Since yours is an early car, you should see approximately battery voltage being supplied to the AFM from the DME to pin 9 on the AFM (pins are numbered according to the pin they lead to on the DME plug...very convenient!). The AFM resistor track reduces the voltage according to the position of the flap and sends that voltage back to the DME through pin 7. You need to verify that the wiring is good supplying the AFM by measuring sufficient voltage at pin 9 on the AFM connector with the key on. It can also be measured internal to the AFM with the cover removed and it plugged in if you really want to make absolutely sure the AFM itself is getting the correct supply. If it is (I think 8v min up to battery voltage for the early), move on. If it isn't, find the DME, disassemble the connector block housing to access the back of the connector while it is plugged in and the key is on and measure the output at pin 9 against the AFM ground at pin 6 (or a normal ground pin...I can't remember exactly as I haven't done this in awhile, but I'm pretty sure pin 6 can be used and must be used for the air temp sensor signal). Either the AFM wiring, the DME, it's power supply wiring, or ground is faulty. Actually, it is still a good idea to check the voltage at the DME even if the AFM is getting sufficient voltage. The DME determines air mass by the difference between AFM supply voltage and returned signal voltage. If there's excessive resistance in the AFM supply part of the circuit, it will cause a lean condition since it thinks there's less flap angle and less air than there actually is. Same goes for the signal return wire.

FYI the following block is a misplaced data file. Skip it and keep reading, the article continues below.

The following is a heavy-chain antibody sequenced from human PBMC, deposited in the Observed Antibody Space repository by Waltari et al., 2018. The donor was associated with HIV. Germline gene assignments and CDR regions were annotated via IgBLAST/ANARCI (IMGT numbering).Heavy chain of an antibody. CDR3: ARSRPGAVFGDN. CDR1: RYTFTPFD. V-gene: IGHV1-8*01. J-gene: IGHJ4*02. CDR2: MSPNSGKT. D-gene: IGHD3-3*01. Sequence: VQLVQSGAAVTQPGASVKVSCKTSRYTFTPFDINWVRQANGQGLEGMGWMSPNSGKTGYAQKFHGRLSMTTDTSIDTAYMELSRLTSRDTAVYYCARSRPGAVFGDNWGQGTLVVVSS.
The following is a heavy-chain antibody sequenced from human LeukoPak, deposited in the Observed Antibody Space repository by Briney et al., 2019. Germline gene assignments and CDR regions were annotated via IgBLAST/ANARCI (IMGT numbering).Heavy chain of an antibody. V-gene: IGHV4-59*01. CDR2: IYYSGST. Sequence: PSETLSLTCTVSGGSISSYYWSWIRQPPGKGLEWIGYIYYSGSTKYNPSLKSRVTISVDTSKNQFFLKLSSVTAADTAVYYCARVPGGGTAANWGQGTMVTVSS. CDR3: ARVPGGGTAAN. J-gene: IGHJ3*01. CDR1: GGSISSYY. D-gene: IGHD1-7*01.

Once that checks out, measure the output voltage at pin 7 on the AFM. It should be nearly the input voltage fully openned, transitioning smoothly to I think less than a volt at fully closed. If it doesn't, something's wrong with the AFM. The arm can be moved as explained in the vid to use fresh resistor if it is worn. It could be corrosion at the contacts between the board and the external connector (they just press against pads on the board), or the rotating contact at the top of the arm is dirty. The late AFMs have a redundant ground strap to supplement the rotating contact and is a good idea to add to early parts. If the output signal checks out ok at the AFM, it is a good idea to check it at the DME connector to ensure there's no bad wiring or connections. IIRC, when taking these measurements at the AFM, it must be measured against pin 6 for the ground, and may be true for measuring at the DME as well. Try it against pin 6 and if you get nothing, it may just need to be measured against a normal grounging point. Pin 6 I believe is only needed for grounding the air temp sensor.

Here's the article with the info. Air Flow Meter (AFM) - from "The 944 Motronic DME" by FR Wilk The AFM is very crucial to correct running and is worth thoroughly testing. Actually, I just remembered a very valuable troubleshooting method for these cars that really helped me know what wasn't the problem when I had random stumbling once warm right after getting my car back together fron the motor rebuild (turned out to be a bad O2 sensor). Ensure your full throttle switch is correctly adjusted and functioning properly. When the car is acting up while driving, hit full throttle. If it immediately "snaps out of it", you can narrow down the possible problems greatly. The Motronic runs in full open loop mode at WOT, ignoring the AFM signaling and the O2 sensor signaling. If it does run correctly at WOT, you know the problem only lies in either of those systems, or you have major vacuum leaks somewhere (no AFM polling means it doesn't care where the air comes from anymore). If it doesn't, it could still be either of those, but more likely something besides those.